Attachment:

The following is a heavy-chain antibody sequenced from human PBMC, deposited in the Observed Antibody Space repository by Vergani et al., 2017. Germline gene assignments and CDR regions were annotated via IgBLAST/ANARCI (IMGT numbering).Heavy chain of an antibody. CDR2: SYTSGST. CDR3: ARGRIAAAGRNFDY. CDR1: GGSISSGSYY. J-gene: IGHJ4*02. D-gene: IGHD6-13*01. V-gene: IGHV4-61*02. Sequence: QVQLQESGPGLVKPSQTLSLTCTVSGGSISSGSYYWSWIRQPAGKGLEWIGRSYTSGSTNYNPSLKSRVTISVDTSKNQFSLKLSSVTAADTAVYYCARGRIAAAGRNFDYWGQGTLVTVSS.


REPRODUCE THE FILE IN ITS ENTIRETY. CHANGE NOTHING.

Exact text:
The following is a heavy-chain antibody sequenced from human PBMC, deposited in the Observed Antibody Space repository by Vergani et al., 2017. Germline gene assignments and CDR regions were annotated via IgBLAST/ANARCI (IMGT numbering).Heavy chain of an antibody. CDR2: SYTSGST. CDR3: ARGRIAAAGRNFDY. CDR1: GGSISSGSYY. J-gene: IGHJ4*02. D-gene: IGHD6-13*01. V-gene: IGHV4-61*02. Sequence: QVQLQESGPGLVKPSQTLSLTCTVSGGSISSGSYYWSWIRQPAGKGLEWIGRSYTSGSTNYNPSLKSRVTISVDTSKNQFSLKLSSVTAADTAVYYCARGRIAAAGRNFDYWGQGTLVTVSS.